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This report is taken from PN Review 22, Volume 8 Number 2, November - December 1981.

From Meanwell College to Guignol's Band David Arkell
For a long time it was thought that Céline's excursions to England, in such books as Mort à crédit and Guignol's Band, were merely a product of his feverish imagination. This seemed to be borne out by the crazy topography and fanciful English that went with the mad goings-on. However, the current spate of new biographies is showing ever more clearly that Céline not only knew England well but spoke the language far better than he let on.

He first came here as a schoolboy of 14, when he spent half a term at Mr W. W. Tonkin's University School, 5-6 New Road, Rochester. That was in late February 1909, and the solid brick and stone buildings still stand at the top of Nag's Head Lane. Facing them is the vast sweep of hill, from the summit of which Céline described the fine view he admired of the Medway and the Three Towns. At the moment numbers 5, 6 and 7 are being turned into a luxury hotel and restaurant, where the food will certainly be more plentiful than in Celine's day. This was the main reason he asked to be removed after only one month: he rebelled against the paltry offerings and the basement dining-room in which they were served.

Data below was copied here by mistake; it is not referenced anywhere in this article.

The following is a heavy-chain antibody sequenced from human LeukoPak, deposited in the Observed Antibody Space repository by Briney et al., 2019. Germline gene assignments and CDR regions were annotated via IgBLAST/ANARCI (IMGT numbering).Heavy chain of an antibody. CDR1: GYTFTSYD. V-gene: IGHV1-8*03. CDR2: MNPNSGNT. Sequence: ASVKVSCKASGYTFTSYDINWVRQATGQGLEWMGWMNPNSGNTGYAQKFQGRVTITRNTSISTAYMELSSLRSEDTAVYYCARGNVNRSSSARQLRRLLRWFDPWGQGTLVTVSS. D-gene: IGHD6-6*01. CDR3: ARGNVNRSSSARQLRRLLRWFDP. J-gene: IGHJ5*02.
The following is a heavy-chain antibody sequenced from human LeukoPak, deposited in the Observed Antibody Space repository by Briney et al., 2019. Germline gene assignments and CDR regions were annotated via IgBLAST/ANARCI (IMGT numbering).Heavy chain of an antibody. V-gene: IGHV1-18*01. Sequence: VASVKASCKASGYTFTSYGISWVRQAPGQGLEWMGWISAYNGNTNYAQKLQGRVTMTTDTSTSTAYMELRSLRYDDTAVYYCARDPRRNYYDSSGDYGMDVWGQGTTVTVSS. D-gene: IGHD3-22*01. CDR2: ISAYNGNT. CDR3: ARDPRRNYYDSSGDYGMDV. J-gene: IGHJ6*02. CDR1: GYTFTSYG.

At the end of March he pretended to be recalled to Paris but instead made his way to a better school at Broadstairs: Pierre-mont Hall, where he was entirely happy and stayed till the following November. ...

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